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What is PBD in Aviation? (Place Bearing Distance)

Updated: February 26, 2024

Understanding Place Bearing Distance (PBD) in Aviation

In the world of aviation, precise navigation is of utmost importance. Pilots rely on various tools and techniques to determine their position and navigate through the skies safely and efficiently. One such tool is the Place Bearing Distance (PBD) system. In this article, we will delve into the concept of PBD, its significance in aviation, and how it aids pilots in their navigation endeavors.

The Basics of Place Bearing Distance (PBD)

Place Bearing Distance, commonly known as PBD, is a navigation term used to describe a specific point or location in relation to an aircraft's current position. It consists of three components: place, bearing, and distance. Let's break down each component to gain a better understanding:

Place: The place refers to a specific point or location in the airspace. It could be an airport, a navigational aid, or any other landmark. The place is typically identified by its name or a unique identifier, such as an airport code or a radio frequency.
Bearing: Bearing represents the direction from the aircraft's current position to the designated place. It is expressed in degrees, ranging from 0° to 360°, with 0° being true north and 180° being true south. Pilots use instruments like a compass or an attitude indicator to determine the bearing accurately.
Distance: Distance denotes the measurement of how far the designated place is from the aircraft's current position. It is typically expressed in nautical miles (NM) or statute miles (SM). Pilots can calculate the distance using onboard navigation systems, such as GPS (Global Positioning System), or reference it from charts and other navigational aids.

By combining these three components, pilots can establish a precise point in the airspace and navigate towards or away from it based on their flight plan or ATC (Air Traffic Control) instructions. PBD is particularly useful during instrument flight, where pilots heavily rely on navigation aids and instruments to navigate in low visibility or adverse weather conditions.

Applications of Place Bearing Distance (PBD)

PBD finds various applications in aviation, aiding pilots in their navigation and decision-making processes. Let's explore some of the key applications of PBD:

1. Approach Procedures

When pilots are approaching an airport for landing, they follow specific approach procedures to ensure a safe descent and landing. PBD plays a crucial role in these procedures by providing pilots with accurate information about their position relative to the airport and the runway.

Pilots may receive instructions from ATC to fly to a specific fix or navigational aid using PBD. For example, they may be instructed to fly to a certain VOR (VHF Omnidirectional Range) station and then turn to a particular heading for the final approach. By following the PBD instructions, pilots can navigate precisely and align themselves with the runway for a smooth landing.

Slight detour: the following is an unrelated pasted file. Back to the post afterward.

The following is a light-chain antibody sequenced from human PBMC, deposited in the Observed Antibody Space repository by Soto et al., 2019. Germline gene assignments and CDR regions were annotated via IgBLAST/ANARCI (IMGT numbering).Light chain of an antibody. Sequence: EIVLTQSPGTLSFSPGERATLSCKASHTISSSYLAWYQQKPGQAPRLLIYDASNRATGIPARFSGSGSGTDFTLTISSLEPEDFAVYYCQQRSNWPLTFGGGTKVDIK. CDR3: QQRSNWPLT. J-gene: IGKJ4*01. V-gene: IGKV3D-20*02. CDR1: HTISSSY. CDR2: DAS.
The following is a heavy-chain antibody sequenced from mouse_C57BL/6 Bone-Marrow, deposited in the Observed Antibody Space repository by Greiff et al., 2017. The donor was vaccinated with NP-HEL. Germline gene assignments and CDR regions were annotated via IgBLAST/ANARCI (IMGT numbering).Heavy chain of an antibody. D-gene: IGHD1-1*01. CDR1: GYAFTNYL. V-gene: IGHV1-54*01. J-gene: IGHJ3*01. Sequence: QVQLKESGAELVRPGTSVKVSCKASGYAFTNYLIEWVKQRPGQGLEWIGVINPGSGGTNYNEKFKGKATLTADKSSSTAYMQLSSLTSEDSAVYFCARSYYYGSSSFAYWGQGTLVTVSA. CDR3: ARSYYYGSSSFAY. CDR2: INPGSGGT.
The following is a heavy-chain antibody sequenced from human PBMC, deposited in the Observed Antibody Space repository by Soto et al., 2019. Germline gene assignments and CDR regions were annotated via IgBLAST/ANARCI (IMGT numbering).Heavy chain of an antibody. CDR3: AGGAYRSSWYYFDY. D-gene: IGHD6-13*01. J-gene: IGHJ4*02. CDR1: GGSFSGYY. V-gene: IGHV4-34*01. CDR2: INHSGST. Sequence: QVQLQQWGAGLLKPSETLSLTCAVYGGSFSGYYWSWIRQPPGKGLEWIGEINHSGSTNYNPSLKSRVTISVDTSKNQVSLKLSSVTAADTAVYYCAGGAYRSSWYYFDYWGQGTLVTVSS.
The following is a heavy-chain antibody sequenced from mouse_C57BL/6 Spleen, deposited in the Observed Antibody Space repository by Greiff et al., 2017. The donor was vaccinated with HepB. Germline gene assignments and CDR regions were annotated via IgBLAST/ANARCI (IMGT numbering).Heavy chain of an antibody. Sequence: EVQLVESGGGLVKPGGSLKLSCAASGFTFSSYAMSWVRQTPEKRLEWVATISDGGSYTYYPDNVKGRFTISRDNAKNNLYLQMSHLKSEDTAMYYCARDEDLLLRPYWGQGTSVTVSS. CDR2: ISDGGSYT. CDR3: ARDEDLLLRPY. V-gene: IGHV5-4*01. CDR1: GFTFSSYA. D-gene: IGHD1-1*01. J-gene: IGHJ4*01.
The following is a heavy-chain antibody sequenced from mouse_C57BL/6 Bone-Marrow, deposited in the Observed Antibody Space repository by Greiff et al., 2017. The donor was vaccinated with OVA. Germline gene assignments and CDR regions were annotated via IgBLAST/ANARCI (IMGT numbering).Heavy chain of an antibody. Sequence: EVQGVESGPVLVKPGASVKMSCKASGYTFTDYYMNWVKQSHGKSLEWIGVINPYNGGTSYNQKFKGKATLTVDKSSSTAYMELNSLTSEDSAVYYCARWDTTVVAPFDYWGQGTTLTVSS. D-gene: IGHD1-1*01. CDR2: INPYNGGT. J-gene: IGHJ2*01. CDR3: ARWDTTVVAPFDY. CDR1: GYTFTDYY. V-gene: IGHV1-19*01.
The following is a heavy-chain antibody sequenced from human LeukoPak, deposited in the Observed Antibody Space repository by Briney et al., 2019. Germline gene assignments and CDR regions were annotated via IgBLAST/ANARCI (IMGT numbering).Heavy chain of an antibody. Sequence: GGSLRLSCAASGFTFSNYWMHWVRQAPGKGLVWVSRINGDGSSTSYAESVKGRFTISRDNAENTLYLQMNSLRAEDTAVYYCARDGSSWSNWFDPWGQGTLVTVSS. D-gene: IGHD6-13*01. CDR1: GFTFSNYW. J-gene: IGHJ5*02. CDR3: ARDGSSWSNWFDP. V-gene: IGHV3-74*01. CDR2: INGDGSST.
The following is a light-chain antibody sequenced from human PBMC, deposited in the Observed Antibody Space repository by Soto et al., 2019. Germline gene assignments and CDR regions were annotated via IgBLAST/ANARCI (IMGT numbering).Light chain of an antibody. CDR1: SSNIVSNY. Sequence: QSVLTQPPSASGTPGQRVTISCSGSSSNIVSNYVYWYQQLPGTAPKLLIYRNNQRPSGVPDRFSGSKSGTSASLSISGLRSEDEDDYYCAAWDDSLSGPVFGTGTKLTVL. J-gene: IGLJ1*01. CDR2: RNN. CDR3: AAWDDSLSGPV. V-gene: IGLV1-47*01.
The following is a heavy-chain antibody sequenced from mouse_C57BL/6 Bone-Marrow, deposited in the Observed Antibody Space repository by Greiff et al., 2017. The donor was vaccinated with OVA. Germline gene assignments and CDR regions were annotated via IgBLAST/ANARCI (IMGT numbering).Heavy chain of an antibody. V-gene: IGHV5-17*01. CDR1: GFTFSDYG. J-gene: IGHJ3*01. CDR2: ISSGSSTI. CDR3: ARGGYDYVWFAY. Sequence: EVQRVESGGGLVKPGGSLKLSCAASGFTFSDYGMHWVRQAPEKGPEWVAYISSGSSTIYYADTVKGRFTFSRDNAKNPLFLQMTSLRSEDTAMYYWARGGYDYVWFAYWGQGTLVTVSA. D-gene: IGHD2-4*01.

Additionally, PBD is utilized in instrument approach procedures, such as the ILS (Instrument Landing System) approach. The ILS approach provides vertical and horizontal guidance to pilots, enabling them to make a safe landing in low visibility conditions. PBD helps pilots track their position relative to the ILS components and adjust their course accordingly.

2. Enroute Navigation

During the enroute phase of a flight, pilots rely on PBD to navigate along their planned route. They may have to fly to specific waypoints or navigational aids using PBD instructions provided by ATC or depicted on their flight charts.

For example, pilots may be instructed to fly to a particular VOR station, then turn to a specific heading, and maintain a certain distance from the VOR. By adhering to these PBD instructions, pilots can efficiently navigate through the airspace and ensure accurate position reporting to ATC.

PBD is also used in RNAV (Area Navigation) systems, where pilots can program their flight management systems (FMS) with PBD waypoints. These waypoints, defined by their coordinates and distances from other waypoints, allow pilots to navigate along a desired path, even if no ground-based navigational aids are available.

3. Holding Procedures

In situations where air traffic congestion or other factors require aircraft to hold or maintain a specific pattern, PBD is crucial for accurate positioning and navigation. Holding patterns are predefined racetrack-like paths that pilots follow until they receive further instructions from ATC.

PBD instructions are used to establish the holding pattern and determine the entry and exit points. For example, pilots may be instructed to hold at a specific VOR station, flying outbound on a certain radial and maintaining a specific distance from the station. By precisely following the PBD instructions, pilots can ensure safe and efficient holding operations.


Place Bearing Distance (PBD) is an integral part of aviation navigation, allowing pilots to determine their position, course, and distance from specific points in the airspace. By utilizing PBD, pilots can safely navigate during approach procedures, enroute segments, and holding operations. It serves as a crucial tool for maintaining situational awareness and following ATC instructions accurately. Understanding the concept of PBD is essential for aspiring pilots and aviation enthusiasts alike, as it forms the foundation of precise and efficient navigation in the skies.

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